Initially, the foursome have a nice enough time: the company is convivial, Mrs Dudley is an excellent cook — if odd, and they have the sprawling house and its surrounding woods to themselves. But soon, things begin to go awry. Minor irritations at first: never being able to find their way around the house (almost as though it is trying to confound them at every turn), doors slamming shut of their own accord. Then, loud crashes in the passageway outside their rooms at night, their clothes being doused in blood, messages appearing on the walls — in short, a campaign of terror so intense and sustained that the four begin to come apart under it. And the most emotionally fragile among them — Eleanor — faces especially tragic consequences.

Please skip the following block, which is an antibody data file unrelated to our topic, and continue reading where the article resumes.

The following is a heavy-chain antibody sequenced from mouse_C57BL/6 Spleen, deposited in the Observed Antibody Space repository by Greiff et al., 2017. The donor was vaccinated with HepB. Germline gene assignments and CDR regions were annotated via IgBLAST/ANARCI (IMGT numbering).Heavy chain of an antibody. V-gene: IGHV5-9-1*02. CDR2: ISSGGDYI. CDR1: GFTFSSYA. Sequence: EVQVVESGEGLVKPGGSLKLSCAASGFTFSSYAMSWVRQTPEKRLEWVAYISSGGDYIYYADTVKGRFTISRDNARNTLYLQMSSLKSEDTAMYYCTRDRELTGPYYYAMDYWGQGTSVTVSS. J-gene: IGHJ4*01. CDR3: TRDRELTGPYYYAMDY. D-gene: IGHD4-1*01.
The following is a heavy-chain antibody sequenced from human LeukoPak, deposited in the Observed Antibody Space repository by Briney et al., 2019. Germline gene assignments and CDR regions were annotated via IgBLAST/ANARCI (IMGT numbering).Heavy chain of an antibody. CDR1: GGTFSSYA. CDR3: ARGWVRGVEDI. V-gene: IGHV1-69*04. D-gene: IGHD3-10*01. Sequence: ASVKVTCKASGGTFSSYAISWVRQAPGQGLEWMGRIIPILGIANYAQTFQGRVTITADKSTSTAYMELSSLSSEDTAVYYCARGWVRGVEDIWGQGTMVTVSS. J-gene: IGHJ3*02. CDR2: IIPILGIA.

The Netflix series, developed by Mike Flanagan (director of Hush, Ouija, Gerald’s Game et al, who was born in Salem, Massachusetts, home of the witch trials), does away with the Gothic horror, and gives the story a modern spin. It also adds another layer of drama by making the characters related.
So we have the Crains — parents Hugh and Olivia, children Steven, Shirley, Theodora (Theo), Luke and Eleanor (Nell for short) — moving into Hill House sometime in the 1980s. Hugh and Olivia ‘flip’ houses for a living; by fixing up and then selling Hill House for a marked profit, they hope to have enough capital to build their own dream home, there to reside with their brood happily ever after.
Hill House, now that it has the Crains in its maws, has other plans.